CHATTERLEY: Fire crews may feel that they're turning a corner battling the huge Bootleg Fire in Oregon. Favorable weather is helping crews stop the flames from devouring more terrain, which is bone dry from a historic drought. The fire has scorched almost 400,000 acres, but it's only grown 2,000 acres over the past two days.


Right now, more than 20,000 firefighters and personnel are assigned to nearly 80 large fires across 13 states.


UNIDENTIFIED FEMALE: What we're going to do now is take some of those resources that were working here -- we're going to push them up here because this line here is still uncontained and it's going to take a lot more boots on the ground to get this under control.


JARRETT: PG&E, the nation's largest utility company, says it will bury 10,000 miles of power lines to reduce wildfire risk.

The company just confirmed the Dixie Fire in Northern California may have been caused by its equipment. PG&E is already responsible for sparking some of the most destructive fires in California history.

The western wildfire smoke also contributing to New York City's worst air quality in 15 years. Look at that smoke. It can aggravate asthma and heart disease.


JARRETT: Not good.

CHATTERLEY: All right, let me give you a quick look at what we're seeing in terms of markets around the world.

This morning, as you can see, it's green across the screen once again. Strong gains in Hong Kong and over in Asia as well, and for the German and the French markets.

On Wall Street, the handover also positive and we are in green for the week. Stocks also closed higher on Wednesday, rebounding more after Monday's plunge, of course.

Wall Street will get earnings reports from American, Southwest, and Alaska Airlines today. Investors will also be listening closely as the travel industry rebounds from the pandemic.

The ongoing global chip shortage still a major problem though for the auto industry. General Motors says it will stop production on two of its pickup trucks next week -- the Chevrolet Silverado and GMC Sierra.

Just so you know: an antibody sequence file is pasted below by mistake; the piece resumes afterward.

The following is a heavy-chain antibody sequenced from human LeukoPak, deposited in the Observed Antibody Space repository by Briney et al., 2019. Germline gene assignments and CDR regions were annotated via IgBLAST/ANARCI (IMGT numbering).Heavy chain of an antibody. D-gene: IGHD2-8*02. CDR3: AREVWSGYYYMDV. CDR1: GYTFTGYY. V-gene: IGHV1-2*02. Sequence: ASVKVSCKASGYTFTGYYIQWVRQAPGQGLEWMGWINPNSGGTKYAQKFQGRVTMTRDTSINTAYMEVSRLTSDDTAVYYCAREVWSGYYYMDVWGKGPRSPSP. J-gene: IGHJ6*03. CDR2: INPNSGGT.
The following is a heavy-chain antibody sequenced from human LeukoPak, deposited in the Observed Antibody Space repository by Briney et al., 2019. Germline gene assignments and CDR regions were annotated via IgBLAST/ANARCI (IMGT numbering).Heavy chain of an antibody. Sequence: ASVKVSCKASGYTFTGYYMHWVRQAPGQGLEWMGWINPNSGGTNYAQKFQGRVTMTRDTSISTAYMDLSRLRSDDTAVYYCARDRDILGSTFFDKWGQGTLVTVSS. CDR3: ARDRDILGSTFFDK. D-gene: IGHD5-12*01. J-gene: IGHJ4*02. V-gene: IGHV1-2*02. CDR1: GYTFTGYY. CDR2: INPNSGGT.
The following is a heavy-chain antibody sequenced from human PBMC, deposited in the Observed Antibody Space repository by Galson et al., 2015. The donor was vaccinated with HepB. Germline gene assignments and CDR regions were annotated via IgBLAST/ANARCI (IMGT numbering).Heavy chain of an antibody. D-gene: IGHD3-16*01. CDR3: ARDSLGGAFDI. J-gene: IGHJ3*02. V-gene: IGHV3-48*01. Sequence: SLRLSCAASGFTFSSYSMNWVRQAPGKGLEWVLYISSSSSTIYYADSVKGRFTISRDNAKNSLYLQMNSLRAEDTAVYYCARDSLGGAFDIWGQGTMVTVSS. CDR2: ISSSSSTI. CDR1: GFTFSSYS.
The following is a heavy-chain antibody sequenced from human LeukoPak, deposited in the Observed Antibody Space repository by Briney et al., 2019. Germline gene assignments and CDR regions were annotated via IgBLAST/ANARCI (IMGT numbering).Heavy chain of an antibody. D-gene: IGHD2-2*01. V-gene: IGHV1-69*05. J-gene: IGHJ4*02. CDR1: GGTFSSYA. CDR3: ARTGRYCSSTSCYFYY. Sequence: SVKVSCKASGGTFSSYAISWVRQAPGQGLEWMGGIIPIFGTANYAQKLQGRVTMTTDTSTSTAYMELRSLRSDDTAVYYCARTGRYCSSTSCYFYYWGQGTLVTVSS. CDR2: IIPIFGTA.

Automakers are struggling to find the chips they need to build enough cars and trucks to meet surging demand.

Consulting firm AlixPartners expects the chip shortage to cost the global auto industry $110 billion in revenues this year.

And a major win for the right to repair movement. The Federal Trade Commission voted to push for consumers' right to fix devices like cell phones themselves instead of relying on manufacturers. Supporters of the Right to Repair have argued consumers should have access to the tools and software needed to fix products they own.

The vote doesn't just place more pressure on the tech industry, it also ramps up pressure on companies like John Deere, which has clashed with farmers over repairing its tractors.

As someone who continually breaks her phone, I like this concept. This concept works for me.

JARRETT: I'm not even going to show you the back of my phone --


JARRETT: -- and all the cracks.


JARRETT: All right. The long-awaited Olympic Games don't officially start until tomorrow but some events are already underway with a very different feel.

Our Coy Wire is in Tokyo with this morning's Bleacher Report. Coy, what is it like there right now?

COY WIRE, CNN SPORTS CORRESPONDENT: It is totemo totemo atsui. It's very, very hot right now --